Next Article in Journal
Changes in Parent Psychological Flexibility after a One-Time Mindfulness-Based Intervention for Parents of Adolescents with Persistent Pain Conditions
Previous Article in Journal
Genetic Predisposition to Neuroblastoma
Previous Article in Special Issue
Supporting Parent Caregivers of Children with Life-Limiting Illness
Article Menu
Issue 9 (September) cover image

Export Article

Open AccessEditorial
Children 2018, 5(9), 120; https://doi.org/10.3390/children5090120

Delivering Pediatric Palliative Care: From Denial, Palliphobia, Pallilalia to Palliactive

1
Children’s Hospitals and Clinics of Minnesota, 2525 Chicago Ave S, Minneapolis, MN 55403, USA
2
University of Minnesota Medical School, 420 Delaware Street SE, Minneapolis, MN 55455, USA
3
Department of Palliative Care and Rehabilitation Medicine, The University of Texas, MD Anderson Cancer Center, 1515 Holcombe Blvd., Houston, TX 77030, USA
*
Author to whom correspondence should be addressed.
Received: 23 August 2018 / Accepted: 28 August 2018 / Published: 31 August 2018
(This article belongs to the Special Issue Pediatric Palliative Care)
Full-Text   |   PDF [236 KB, uploaded 31 August 2018]

Abstract

Among the over 21 million children with life-limiting conditions worldwide that would benefit annually from a pediatric palliative care (PPC) approach, more than eight million would need specialized PPC services. In the United States alone, more than 42,000 children die every year, half of them infants younger than one year. Advanced interdisciplinary pediatric palliative care for children with serious illnesses is now an expected standard of pediatric medicine. Unfortunately, in many institutions there remain significant barriers to achieving optimal care related to lack of formal education, reimbursement issues, the emotional impact of caring for a dying child, and most importantly, the lack of interdisciplinary PPC teams with sufficient staffing and funding. Data reveals the majority of distressing symptoms in children with serious illness (such as pain, dyspnea and nausea/vomiting) were not addressed during their end-of-life period, and when treated, therapy was commonly ineffective. Whenever possible, treatment should focus on continued efforts to control the underlying illness. At the same time, children and their families should have access to interdisciplinary care aimed at promoting optimal physical, psychological and spiritual wellbeing. Persistent myths and misconceptions have led to inadequate symptom control in children with life-limiting diseases. Pediatric Palliative Care advocates the provision of comfort care, pain, and symptom management concurrently with disease-directed treatments. Families no longer have to opt for one over the other. They can pursue both, and include integrative care to maximize the child’s quality of life. Since most of the sickest children with serious illness are being taken care of in a hospital, every children’s hospital is now expected to offer an interdisciplinary palliative care service as the standard of care. This article addresses common myths and misconceptions which may pose clinical obstacles to effective PPC delivery and discusses the four typical stages of pediatric palliative care program implementation. View Full-Text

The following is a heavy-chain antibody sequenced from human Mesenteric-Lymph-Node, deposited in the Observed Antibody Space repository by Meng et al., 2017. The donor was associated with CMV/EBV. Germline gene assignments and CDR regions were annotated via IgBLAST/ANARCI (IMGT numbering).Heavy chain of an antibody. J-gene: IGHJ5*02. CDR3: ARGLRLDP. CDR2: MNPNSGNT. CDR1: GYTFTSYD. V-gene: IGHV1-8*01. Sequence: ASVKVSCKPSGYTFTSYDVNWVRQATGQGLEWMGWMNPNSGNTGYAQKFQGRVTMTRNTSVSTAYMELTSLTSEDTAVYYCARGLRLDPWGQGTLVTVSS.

Keywords: pediatric palliative care; program development; barriers; hospice; myths; program implementation pediatric palliative care; program development; barriers; hospice; myths; program implementation
This is an open access article distributed under the Creative Commons Attribution License which permits unrestricted use, distribution, and reproduction in any medium, provided the original work is properly cited. (CC BY 4.0).
SciFeed

Share & Cite This Article

MDPI and ACS Style

Friedrichsdorf, S.J.; Bruera, E. Delivering Pediatric Palliative Care: From Denial, Palliphobia, Pallilalia to Palliactive. Children 2018, 5, 120.

Show more citation formats Show less citations formats

Note that from the first issue of 2016, MDPI journals use article numbers instead of page numbers. See further details here.

Related Articles

Article Metrics

Article Access Statistics

1

Comments

[Return to top]
Children EISSN 2227-9067 Published by MDPI AG, Basel, Switzerland RSS E-Mail Table of Contents Alert
Back to Top